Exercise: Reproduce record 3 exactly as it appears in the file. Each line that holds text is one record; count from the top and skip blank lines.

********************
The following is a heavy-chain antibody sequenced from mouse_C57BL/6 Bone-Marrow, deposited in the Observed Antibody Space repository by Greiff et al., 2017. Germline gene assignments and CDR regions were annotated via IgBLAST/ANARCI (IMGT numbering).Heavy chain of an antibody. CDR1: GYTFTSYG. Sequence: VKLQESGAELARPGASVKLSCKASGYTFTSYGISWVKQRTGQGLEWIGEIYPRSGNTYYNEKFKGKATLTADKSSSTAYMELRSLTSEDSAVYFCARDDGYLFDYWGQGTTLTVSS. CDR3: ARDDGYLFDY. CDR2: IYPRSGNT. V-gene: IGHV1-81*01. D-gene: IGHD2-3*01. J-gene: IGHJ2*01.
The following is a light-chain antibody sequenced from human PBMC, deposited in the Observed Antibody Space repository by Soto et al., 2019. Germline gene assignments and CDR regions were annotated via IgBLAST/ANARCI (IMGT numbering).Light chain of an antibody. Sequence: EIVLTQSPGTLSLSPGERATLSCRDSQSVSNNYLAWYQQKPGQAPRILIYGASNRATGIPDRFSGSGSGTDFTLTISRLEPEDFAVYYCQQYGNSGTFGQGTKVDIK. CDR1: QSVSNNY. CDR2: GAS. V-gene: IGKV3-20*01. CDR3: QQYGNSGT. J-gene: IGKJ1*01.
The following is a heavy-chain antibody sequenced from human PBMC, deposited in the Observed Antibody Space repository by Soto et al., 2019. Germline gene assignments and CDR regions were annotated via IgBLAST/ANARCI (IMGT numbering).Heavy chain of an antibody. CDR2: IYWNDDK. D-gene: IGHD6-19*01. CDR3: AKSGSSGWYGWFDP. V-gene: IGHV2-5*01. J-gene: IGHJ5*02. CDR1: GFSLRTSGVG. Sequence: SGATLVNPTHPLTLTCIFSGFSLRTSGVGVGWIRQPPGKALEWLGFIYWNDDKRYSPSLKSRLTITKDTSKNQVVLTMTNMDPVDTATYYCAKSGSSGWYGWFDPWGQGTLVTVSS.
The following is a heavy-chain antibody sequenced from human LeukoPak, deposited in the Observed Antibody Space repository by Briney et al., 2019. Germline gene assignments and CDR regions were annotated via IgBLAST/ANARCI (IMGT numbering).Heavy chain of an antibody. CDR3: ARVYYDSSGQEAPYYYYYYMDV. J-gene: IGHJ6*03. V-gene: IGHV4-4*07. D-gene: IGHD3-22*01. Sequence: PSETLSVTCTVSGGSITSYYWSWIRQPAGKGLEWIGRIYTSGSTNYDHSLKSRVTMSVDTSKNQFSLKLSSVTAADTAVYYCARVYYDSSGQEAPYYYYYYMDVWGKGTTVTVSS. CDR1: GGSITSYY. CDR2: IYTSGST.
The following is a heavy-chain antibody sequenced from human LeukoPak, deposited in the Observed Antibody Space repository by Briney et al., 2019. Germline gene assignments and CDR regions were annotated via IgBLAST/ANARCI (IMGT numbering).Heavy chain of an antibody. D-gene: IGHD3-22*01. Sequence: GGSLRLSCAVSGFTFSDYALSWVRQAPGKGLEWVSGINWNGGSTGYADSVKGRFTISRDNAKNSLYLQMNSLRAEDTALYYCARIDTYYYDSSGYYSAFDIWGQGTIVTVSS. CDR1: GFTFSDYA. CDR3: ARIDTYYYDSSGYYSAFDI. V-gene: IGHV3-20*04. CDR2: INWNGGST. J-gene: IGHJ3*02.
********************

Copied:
The following is a heavy-chain antibody sequenced from human PBMC, deposited in the Observed Antibody Space repository by Soto et al., 2019. Germline gene assignments and CDR regions were annotated via IgBLAST/ANARCI (IMGT numbering).Heavy chain of an antibody. CDR2: IYWNDDK. D-gene: IGHD6-19*01. CDR3: AKSGSSGWYGWFDP. V-gene: IGHV2-5*01. J-gene: IGHJ5*02. CDR1: GFSLRTSGVG. Sequence: SGATLVNPTHPLTLTCIFSGFSLRTSGVGVGWIRQPPGKALEWLGFIYWNDDKRYSPSLKSRLTITKDTSKNQVVLTMTNMDPVDTATYYCAKSGSSGWYGWFDPWGQGTLVTVSS.